Michigan Football: Playmakers Who Need Monster Season for Wolverines to Contend

Maxwell OgdenCorrespondent IIIAugust 7, 2013

ANN ARBOR, MI - SEPTEMBER 15:  Tight End Devin Funchess #19 of the University of Michigan Wolverines scores a touchdown in the first quarter during a Big Ten College football game against the University of Massachusetts Minutemen at Michigan Stadium on September 15, 2012 in Ann Arbor, Michigan.  (Photo by Dave Reginek/Getty Images)
Dave Reginek/Getty Images

The Michigan Wolverines enter the 2013 season with high expectations and a preseason ranking of No. 17. With an up-and-coming head coach and a crop of stars that is one year wiser, the belief that Michigan could be a force comes with good reason.

The question is, which playmakers need to have a monster season for the Wolverines to contend?

Certain players were strong in 2012, but they need to build upon that success and take it to the next level. Others displayed promise but will need to make an instant leap to elite in order for Michigan to stand a fighting chance at glory.

One way or another, the following players need to step up in a major way for Michigan to thrive.


Devin Funchess

Position: Tight End

Class: Sophomore

2012 Season Statistics: 15 receptions, 234 yards, 5 TD


Jeremy Gallon will receive a heavy burden in 2013, being forced to lead a rather inexperienced Michigan receiving corps. With this in mind, it's certainly rational to believe that he will be the player under the most pressure on offense.

Gallon must be strong, but if Michigan is to contend for the Big Ten or national championship, tight end Devin Funchess must emerge as a star.

Funchess finished the 2012 season with 15 receptions for 234 yards, averaging 15.6 yards per reception. Most importantly, he grabbed five receiving touchdowns, which makes for a ratio of one touchdown per three receptions.

If Michigan is to stand any chance of contending, they'll need Funchess to become a reliable option in the intermediate and deep games to complement his prowess as a red-zone receiver.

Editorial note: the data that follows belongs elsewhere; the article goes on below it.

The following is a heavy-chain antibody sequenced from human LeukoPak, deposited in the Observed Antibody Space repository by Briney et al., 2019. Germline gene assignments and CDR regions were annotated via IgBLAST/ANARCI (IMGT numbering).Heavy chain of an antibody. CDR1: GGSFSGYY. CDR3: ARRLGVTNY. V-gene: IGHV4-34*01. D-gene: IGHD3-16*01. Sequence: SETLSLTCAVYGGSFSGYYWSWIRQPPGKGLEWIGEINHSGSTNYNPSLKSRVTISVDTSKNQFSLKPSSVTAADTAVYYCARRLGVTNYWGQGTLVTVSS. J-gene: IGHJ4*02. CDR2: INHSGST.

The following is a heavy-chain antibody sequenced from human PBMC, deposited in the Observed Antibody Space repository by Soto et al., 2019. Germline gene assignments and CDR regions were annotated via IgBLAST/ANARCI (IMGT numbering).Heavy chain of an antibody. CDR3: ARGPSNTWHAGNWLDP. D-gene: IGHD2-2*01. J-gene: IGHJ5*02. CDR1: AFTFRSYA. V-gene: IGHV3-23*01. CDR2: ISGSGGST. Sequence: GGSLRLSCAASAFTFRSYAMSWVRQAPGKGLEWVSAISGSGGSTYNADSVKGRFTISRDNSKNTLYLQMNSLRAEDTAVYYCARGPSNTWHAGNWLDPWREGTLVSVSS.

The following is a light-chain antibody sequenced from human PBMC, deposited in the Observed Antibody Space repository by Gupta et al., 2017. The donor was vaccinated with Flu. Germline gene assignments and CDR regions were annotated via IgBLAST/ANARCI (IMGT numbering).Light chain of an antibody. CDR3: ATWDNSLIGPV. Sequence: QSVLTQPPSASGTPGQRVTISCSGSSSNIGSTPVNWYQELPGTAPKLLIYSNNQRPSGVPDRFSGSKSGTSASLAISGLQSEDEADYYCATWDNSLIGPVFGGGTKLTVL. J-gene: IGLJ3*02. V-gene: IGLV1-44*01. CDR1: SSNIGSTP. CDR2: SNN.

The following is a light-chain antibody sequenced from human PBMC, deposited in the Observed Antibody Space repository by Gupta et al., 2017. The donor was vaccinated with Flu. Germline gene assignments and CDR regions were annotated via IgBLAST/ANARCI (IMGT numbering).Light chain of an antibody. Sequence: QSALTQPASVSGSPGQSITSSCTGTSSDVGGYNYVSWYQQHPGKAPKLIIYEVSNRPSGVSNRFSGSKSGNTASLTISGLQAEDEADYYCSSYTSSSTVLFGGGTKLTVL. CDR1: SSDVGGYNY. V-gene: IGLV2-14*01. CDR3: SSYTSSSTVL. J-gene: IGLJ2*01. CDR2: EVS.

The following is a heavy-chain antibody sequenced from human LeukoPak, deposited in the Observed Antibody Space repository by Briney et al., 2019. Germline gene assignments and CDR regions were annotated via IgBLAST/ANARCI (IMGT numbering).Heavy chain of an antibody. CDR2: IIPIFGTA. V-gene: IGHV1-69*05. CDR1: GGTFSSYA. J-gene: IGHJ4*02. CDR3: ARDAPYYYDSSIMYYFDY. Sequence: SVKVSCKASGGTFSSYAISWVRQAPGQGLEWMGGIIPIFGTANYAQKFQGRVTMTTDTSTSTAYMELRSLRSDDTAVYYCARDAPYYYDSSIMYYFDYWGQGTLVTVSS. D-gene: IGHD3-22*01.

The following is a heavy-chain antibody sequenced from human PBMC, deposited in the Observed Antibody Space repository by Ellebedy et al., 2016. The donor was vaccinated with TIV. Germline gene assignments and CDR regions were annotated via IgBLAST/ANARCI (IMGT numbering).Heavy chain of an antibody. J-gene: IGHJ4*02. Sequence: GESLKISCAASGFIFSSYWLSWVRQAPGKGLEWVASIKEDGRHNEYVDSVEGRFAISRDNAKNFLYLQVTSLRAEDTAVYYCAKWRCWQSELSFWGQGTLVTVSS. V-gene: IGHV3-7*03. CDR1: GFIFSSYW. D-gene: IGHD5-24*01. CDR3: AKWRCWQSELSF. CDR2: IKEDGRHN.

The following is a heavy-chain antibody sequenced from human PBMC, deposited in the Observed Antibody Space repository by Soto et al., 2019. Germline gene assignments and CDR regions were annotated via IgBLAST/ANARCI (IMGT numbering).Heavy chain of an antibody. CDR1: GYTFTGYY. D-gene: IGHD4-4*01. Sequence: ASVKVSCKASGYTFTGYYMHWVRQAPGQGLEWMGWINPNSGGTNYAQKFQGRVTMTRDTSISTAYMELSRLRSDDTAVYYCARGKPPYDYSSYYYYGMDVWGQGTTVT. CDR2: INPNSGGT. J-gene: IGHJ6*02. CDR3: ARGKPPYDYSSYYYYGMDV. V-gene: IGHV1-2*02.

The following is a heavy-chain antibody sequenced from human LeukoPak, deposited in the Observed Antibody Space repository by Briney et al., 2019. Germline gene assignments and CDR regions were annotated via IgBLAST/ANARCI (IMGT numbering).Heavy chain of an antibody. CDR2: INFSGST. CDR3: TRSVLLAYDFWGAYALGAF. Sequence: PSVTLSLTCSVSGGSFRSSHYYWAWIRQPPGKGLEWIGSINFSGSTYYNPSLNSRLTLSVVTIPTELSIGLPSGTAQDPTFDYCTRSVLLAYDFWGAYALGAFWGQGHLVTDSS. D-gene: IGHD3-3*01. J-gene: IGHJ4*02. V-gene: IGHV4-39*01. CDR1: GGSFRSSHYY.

At 6'5" and 228 pounds, he certainly has the build and athleticism necessary to make a difference. What is unclear, however, is whether or not he'll put his hands to use by alleviating the pressure on Gallon and becoming Michigan's go-to option.

If he does, the Wolverines offense will be as dynamic as any in the nation.


Devin Gardner

Position: Quarterback

Class: Redshirt Junior

2012 Season Statistics: 5 GP, 1,219 yards, 59.5% CMP, 11 TD, 5 INT, 47 RUSH, 101 YDS, 7 TD


The Wolverines are preparing to officially transition into a new era, with Denard Robinson leaving for the NFL and Devin Gardner preparing to take over at quarterback. Fortunately for Michigan, Gardner shined in his limited action during the 2012 season.

Totaling 18 touchdowns in five games under center is what you call promising.

In 2013, it's imperative Gardner improves as a passer, even with the limited experience that his receiving corps possesses. After completing 59.5 percent of his attempts in 2012, it now becomes a matter of developing accuracy.

If he can do so, Funchess and Gallon will reward his efforts.

The encouraging part of Gardner's stat sheet is that he posted a touchdown-to-interception ratio of 2.2. Paired with seven rushing scores, as well as a surprising four receiving touchdowns, it's clear that Gardner is a top-tier playmaker.

The question is, can he consistently lead Michigan's offense with his arm and leg? If so, they'll be dangerous.


Raymon Taylor

Position: Cornerback

Class: Junior

2012 Season Statistics: 45 tackles, 33 solo, 2 INT, 1 FR, 1 TD


During the 2012 college football season, Raymon Taylor played an intricate role in Michigan's ranking of 20th in scoring defense. Not only was he a significantly improved open-field tackler, but he created three turnovers with two interceptions and a fumble recovery.

Taylor also returned an interception 63 yards for a touchdown.

Taylor must continue to make plays defensively, creating turnovers and breaking up passes. If he's able to do so, the Wolverines defense will play a major role in creating quality field possession and thus putting their offensive playmakers in position to score easy points.

If Taylor fails to step up as that player, Michigan's secondary would suffer in a significant manner.

With the Big Ten becoming flooded with quality quarterbacks and dynamic playmakers, Michigan cannot afford to lose their turnover machine. If Taylor is able to lock down a main receiver and pick up interceptions, however, defeating Nebraska and Ohio State becomes all the more manageable.

For a team with just as many question marks as they have promise on offense, having a cornerback who turns defense into points is exceptionally valuable.